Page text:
Mr Chatterjee: I’m taking a very contrarian view. Of course, many Asian countries have a legacy of belonging to socialist economic systems. They are now transforming into market economies – so sometimes they take two steps forward and one step back, as it happens with any economic and social experiment.
In the socialist-oriented systems, governments initially took the responsibility of managing risk – whether by paying retirement pensions to their old employees who were usually employed by them or the state or state-owned enterprises, taking care of health expenditure, or providing some degree of subsidies for education and housing. Separately, they also offered schemes for death while in service, loss of employment, workmen compensation and the like.
There were also social assistance plans and schemes for the poor and vulnerable sections of society and small businesses. They were funded mostly through the budget, with minimal contribution from citizens. If you were a government employee, there would be a direct nominal deduction from your salary for pensions, for health and other such benefits.
Over time, with an increasing population and other economic factors, governments have realised that they don’t have enough revenue to support such schemes. And therefore, they are slowly shifting this responsibility of managing life-cycle risks from the state to the individual or businesses. This is fine, because there has to be some risk-sharing, but in most cases many benefits have been drastically reduced or discontinued.
Unfortunately, while this change is happening, we have not seen this very rationale of citizens being made more responsible for their financial future by being appropriately communicated to and explained. Nowhere has any government said the extent to which it will take care of its citizens and beyond what point they need to take care of themselves. And the problem is more pronounced in informal societal systems. The Asia-Pacific region comprises 65% of the worlds informally employed, and most of them lack social protection and insurance. These people are not saving for their retirement or insuring for taking care of life’s exigencies – many are living hand-to-mouth. The joint-family system has broken down, and governments do not promise them any income assistance to take care of them when they are old. And there is a queuing problem in public hospitals too. So, you will have social problems of destitution among the old, particularly the women, and other economic problems such as exorbitant healthcare costs with limited means to meet them.
After COVID-19, there is going to be higher demand for health insurance in our region. I also see that post-COVID there will be an increase in the demand for loss-of-income type of insurance from both small and large businesses, due to business interruption.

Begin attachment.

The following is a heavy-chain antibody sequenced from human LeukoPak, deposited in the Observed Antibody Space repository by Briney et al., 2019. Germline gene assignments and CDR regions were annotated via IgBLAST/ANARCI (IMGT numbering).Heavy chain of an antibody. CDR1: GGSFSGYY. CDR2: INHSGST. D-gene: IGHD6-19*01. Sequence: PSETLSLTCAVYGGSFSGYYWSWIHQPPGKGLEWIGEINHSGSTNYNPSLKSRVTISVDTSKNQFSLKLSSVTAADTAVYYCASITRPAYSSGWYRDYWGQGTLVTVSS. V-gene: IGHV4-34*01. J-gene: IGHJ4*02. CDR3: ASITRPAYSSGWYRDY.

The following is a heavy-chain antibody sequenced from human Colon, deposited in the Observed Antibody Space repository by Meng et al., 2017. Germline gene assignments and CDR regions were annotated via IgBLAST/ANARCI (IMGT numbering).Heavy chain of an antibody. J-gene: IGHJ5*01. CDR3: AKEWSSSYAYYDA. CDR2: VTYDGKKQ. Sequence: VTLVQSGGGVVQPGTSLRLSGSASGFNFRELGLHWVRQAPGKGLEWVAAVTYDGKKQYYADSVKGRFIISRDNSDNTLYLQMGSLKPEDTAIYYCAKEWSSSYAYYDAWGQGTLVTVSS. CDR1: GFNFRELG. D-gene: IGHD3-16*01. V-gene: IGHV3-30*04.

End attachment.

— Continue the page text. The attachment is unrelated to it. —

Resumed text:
The younger generation, particularly in the urban areas, are more aware of these risks. Just 20 years back, health insurance was only a part of an employment package offered. But today, youngsters negotiate how much health insurance coverage they will get, who in the family will be included and what kinds of illnesses will be covered, as a part of their pay package. However, there is lack of seriousness.
After COVID-19, there is going to be higher demand for health insurance in our region. Given the increasing longevity, there will also be a greater demand for retirement products and pension types of products. These types of products will slowly take over. Natural hazards like cyclones and floods and man-made disasters such as industrial accidents have also accompanied the pandemic. So, it is expected that there will be an increased uptake of disaster and liability insurance products over time.
I also see that post-COVID there will be an increase in the demand for loss-of-income type of insurance from both small and large businesses, due to business interruption. Earlier, businesses bought insurance for damage to physical assets, where the physical damage to an income-earning asset was linked to the loss of income. With this pandemic, we have seen no damage to any assets, but still a loss of income because of the great lockdown, supply chain disruption and labour migration.
The views expressed in the interview are personal and not those of the Asian Development Bank.
The second part of this interview can be read here.
Arup Chatterjee is Principal Financial Sector Specialist, Sustainable Development and Climate Change Department, Asian Development Bank. His current work involves financial, governance, risk management, and regulatory reforms across different industries. He has held stints with the Bank for International Settlements in Switzerland, and Insurance Regulatory and Development Authority of India.